Gender Roles In Maya Angelou's I Know Why The Caged Bird Sings

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Maya Angelou chronicles the stories of the first seventeen years of her life in her autobiography I Know Why the Caged Bird Sings. As an African-American woman, she is trapped within the cage of “masculine prejudice, white illogical hate and Black lack of power” (Angelou 268). Her ethnic origin and personal experience strongly influence her conception of writing, so the central themes of her works are generally about racial discrimination and the emancipation of black women in the United States. In I Know Why the Caged Bird Sings, Maya Angelou describes multiple female characters who defy gender stereotypes and prove society's preconceived view of women to be wrong. Through the feminist literary theory perspective, Annie Henderson, Vivian Baxter,…show more content…
Henderson and Vivian act as Maya’s positive female role models in living, whereas Mrs. Bertha Flowers and Miss Kirwin are Maya’s mentors in academics who also disintegrate antiquated gender-specific misconceptions. Gender inequality is an issue throughout the world. In feudal ancient China, women were viewed as inferior to men and were supposed to be submissive and subject to men. An old Chinese saying goes, “ignorance is women's virtue", which reflects the supremacy of male in China's feudal society. There was a similar thought in twentieth century America, the society did not see the point of women’s higher education. Why a “baby-making machine” needs to be educated? Women were assumed by the man-run society around them to be unintelligent, poorly educated, and dumb. Nevertheless, Mrs. Flowers diametrically opposed to this gender stereotype. According to Angelou, she is a graceful, poised, refined, and intellectual lady who is “the aristocrat of Black Stamps” (91). The “lesson in living” that Mrs. Flowers teaches Maya…show more content…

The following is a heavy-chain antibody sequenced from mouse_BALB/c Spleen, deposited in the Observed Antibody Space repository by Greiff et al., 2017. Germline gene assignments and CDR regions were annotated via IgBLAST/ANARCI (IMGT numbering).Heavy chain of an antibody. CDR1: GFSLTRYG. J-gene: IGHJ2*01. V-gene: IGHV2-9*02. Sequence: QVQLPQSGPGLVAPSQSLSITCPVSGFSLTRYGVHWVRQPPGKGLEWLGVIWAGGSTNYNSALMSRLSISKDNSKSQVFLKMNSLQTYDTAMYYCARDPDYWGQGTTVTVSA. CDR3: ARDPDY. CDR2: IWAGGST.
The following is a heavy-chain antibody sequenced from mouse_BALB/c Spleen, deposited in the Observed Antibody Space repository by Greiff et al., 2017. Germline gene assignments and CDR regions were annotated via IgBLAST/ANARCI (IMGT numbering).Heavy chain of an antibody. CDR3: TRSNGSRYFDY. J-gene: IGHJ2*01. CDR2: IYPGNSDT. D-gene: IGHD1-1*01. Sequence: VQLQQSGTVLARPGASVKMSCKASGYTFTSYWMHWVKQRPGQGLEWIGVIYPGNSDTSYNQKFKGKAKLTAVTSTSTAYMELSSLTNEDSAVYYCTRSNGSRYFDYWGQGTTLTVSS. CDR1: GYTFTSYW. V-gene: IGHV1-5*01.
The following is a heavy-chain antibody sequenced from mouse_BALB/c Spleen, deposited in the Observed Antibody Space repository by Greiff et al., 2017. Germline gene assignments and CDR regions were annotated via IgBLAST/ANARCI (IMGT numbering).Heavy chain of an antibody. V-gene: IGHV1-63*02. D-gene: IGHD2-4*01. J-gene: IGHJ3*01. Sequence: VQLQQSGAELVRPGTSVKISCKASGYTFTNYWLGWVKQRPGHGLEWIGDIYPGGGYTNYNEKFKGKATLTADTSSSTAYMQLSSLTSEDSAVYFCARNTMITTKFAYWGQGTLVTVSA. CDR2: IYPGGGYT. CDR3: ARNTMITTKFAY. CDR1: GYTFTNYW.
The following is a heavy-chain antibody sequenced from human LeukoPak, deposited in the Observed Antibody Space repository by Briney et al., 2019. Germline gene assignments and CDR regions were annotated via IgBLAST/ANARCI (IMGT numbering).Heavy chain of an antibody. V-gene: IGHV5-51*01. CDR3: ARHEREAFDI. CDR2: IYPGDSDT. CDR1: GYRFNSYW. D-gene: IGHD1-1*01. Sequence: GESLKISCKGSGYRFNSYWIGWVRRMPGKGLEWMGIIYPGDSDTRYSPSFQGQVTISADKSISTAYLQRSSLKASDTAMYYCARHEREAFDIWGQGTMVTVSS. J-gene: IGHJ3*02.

She teaches Maya that common sense is as important as a formal education, and one’s education can come in different forms: educated in school and educated by life. Moreover, Mrs. Flowers also teaches Maya that “words mean more than what is set down on paper. It takes the human voice to infuse them with the shades of deeper meaning”(Angelou 96). She reverses the role of words in Maya’s life. Bell Hooks states that “If the words of the lie could imprison her, now words start to play a role of liberating her from her cocoon of silence confirming” (28). Infected by Mrs. Flower’s wisdom, Maya breaks her self-imposed silence, realize the power of the human voice, and starts to love literature and knowledge. Many years later, when Maya moves to San Francisco, she encounters Miss Kirwin, who is a current events and civics teacher at George Washington High School. She is also a well-educated woman who against stereotypical gender characteristics. Her education is reflected in her actions of showing respect to everyone and treating Maya equally in a racism environment. Additionally, she introduces Maya to the value of the information, and motives her to begin reading newspapers and magazines instead of only reading poetry and fiction. By sharing the life lessons she learns from these two knowledgeable teachers, Mrs. Flower and Miss Kirwin, Angelou shows the society that under the physical appearances, women also have their personal

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